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The cost of IVF can be extremely high everyone knows that, and if you are considering IVF treatment, all the financial stress might will give you a headache! When you come across fertility clinics that have money-back guarantees that promise you all or part of the cost of IVF treatment back if you fail to get pregnant, it is easy to be tempted. What are the implications of such "shared risk" or "refund guarantee" programs?

Not all IVF money-back programs are the same, but they all operate according to the same principles: if you do not end up pregnant after a number of cycle of invitro fertilization, the patient gets part or all of the cost of the treatment refunded to them. The attraction of such an offer for the patient is crystal clear. But why do fertility clinics make such an offer? What is in it for them? A quick examination of one fertility clinic's IVF money-back guarantee plan reveals that such programs are not quite the bargain they seem to be.

One Chicago fertility clinic has three bands of IVF money-back plans at three different prices. The younger the woman undergoing IVF, the cheaper the money-back program is. Women who are 37 and 38 years old pay most, and money-back programs are not available for women older than that. Therefore, the women who are least likely to get pregnant pay most, and those most likely to get pregnant pay least. If a refund is offered for failure to get pregnant, that couple is presumably not included in the fertility clinic success rates.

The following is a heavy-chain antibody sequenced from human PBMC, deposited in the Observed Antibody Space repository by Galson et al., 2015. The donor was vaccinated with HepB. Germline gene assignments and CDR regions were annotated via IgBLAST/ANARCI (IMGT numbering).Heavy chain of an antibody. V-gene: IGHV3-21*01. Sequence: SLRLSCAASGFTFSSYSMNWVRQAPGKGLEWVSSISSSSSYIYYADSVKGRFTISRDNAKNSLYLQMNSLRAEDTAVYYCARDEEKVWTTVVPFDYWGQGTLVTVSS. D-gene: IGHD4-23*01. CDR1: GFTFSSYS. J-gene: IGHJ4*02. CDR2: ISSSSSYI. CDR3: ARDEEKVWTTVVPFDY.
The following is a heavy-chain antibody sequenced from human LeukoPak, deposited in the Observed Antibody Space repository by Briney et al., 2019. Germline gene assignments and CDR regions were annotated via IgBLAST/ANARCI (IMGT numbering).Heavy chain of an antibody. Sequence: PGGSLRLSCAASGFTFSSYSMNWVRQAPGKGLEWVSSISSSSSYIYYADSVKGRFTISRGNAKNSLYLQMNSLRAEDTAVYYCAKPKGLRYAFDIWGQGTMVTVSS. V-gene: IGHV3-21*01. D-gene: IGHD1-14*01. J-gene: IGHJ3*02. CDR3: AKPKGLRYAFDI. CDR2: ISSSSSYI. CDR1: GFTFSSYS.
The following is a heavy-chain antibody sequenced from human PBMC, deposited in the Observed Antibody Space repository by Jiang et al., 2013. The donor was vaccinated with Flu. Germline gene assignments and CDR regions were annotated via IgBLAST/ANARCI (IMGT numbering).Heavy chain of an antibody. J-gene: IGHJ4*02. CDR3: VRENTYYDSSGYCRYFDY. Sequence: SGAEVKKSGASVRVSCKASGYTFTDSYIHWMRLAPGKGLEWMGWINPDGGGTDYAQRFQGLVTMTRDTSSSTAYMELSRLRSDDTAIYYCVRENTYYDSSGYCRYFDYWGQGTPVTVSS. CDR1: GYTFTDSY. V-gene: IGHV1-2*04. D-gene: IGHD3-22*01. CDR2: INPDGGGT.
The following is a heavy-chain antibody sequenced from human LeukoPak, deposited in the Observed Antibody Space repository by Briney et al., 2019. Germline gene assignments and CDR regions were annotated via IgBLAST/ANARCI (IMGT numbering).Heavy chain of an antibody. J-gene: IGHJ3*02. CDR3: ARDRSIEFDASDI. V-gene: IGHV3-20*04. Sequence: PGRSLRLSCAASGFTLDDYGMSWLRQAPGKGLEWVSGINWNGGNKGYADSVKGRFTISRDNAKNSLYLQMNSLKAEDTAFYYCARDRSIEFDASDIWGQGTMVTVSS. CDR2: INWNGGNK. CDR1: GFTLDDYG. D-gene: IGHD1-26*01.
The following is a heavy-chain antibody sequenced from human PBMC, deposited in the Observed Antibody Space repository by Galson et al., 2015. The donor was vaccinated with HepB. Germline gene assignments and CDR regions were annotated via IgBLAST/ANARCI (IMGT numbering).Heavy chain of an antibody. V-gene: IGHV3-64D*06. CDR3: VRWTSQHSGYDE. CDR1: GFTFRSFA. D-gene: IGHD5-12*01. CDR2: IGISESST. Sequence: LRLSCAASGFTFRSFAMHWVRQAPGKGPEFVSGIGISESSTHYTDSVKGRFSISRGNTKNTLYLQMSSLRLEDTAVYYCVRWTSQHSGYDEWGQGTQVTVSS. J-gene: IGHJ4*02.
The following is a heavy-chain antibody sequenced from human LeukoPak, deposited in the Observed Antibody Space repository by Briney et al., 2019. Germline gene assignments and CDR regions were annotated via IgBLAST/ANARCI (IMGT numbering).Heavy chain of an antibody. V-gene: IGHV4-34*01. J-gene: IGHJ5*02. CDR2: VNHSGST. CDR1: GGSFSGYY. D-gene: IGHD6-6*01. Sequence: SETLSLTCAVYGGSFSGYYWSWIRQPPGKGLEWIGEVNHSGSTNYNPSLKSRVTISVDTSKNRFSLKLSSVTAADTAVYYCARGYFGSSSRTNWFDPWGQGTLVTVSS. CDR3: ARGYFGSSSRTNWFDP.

Now, we can really see how these plans could benefit the clinics that offer them. Questions have been raised about the ethical aspects of money-back guarantees, and we can also ask ourselves what we really gain by using these programs. Also see our advice on how to stop embryo mix-ups from happening to you.

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